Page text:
The author of The Deluge describes the 2008 economic crisis and the significance it had in America, the United Kingdom, Asia, the Middle East and Latin America and discusses how it led to war in the Ukraine, Brexit and Trump. Includes charts and graphs.Review by Publisher Summary 2
Looks at the ways that current dramatic shifts in the domestic and global economy have their roots in the 2008 economic crisis and its aftermath, exploring novel themes in the way the crisis has played out for the past decade and will influence the future.Review by Publisher Summary 3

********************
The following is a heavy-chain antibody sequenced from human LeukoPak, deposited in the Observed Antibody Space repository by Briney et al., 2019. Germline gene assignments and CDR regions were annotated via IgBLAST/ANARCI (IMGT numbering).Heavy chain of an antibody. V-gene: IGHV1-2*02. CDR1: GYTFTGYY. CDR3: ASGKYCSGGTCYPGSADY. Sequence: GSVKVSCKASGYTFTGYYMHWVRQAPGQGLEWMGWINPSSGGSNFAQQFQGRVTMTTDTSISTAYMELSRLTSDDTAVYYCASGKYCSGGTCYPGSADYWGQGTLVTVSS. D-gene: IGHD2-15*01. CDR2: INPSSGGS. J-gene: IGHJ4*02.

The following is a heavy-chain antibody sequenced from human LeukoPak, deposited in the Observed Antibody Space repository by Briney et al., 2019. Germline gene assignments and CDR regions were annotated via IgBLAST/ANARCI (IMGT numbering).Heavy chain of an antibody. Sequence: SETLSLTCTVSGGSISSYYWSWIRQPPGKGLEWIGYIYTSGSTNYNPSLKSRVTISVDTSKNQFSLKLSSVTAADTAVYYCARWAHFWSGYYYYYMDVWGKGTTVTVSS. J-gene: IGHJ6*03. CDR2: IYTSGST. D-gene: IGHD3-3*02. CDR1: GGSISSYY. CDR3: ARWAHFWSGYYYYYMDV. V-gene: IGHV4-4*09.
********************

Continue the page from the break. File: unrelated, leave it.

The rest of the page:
WINNER OF THE LIONEL GELBER PRIZEA NEW YORK TIMES NOTABLE BOOK OF 2018ONE OF THE ECONOMIST'S BOOKS OF THE YEARA NEW YORK TIMES CRITICS' TOP BOOK"An intelligent explanation of the mechanisms that produced the crisis and the response to it...One of the great strengths of Tooze's book is to demonstrate the deeply intertwined nature of the European and American financial systems."--The New York Times Book ReviewFrom a prizewinning economic historian, an eye-opening reinterpretation of the 2008 economic crisis (and its ten-year aftermath) as a global event that directly led to the shockwaves being felt around the world today.We live in a world where dramatic shifts in the domestic and global economy command the headlines, from rollbacks in US banking regulations to tariffs that may ignite international trade wars. But current events have deep roots, and the key to navigating today's roiling policies lies in the events that started it all'the 2008 economic crisis and its aftermath. Despite initial attempts to downplay the crisis as a local incident, what happened on Wall Street beginning in 2008 was, in fact, a dramatic caesura of global significance that spiraled around the world, from the financial markets of the UK and Europe to the factories and dockyards of Asia, the Middle East, and Latin America, forcing a rearrangement of global governance. With a historian's eye for detail, connection, and consequence, Adam Tooze brings the story right up to today's negotiations, actions, and threats'a much-needed perspective on a global catastrophe and its long-term consequences.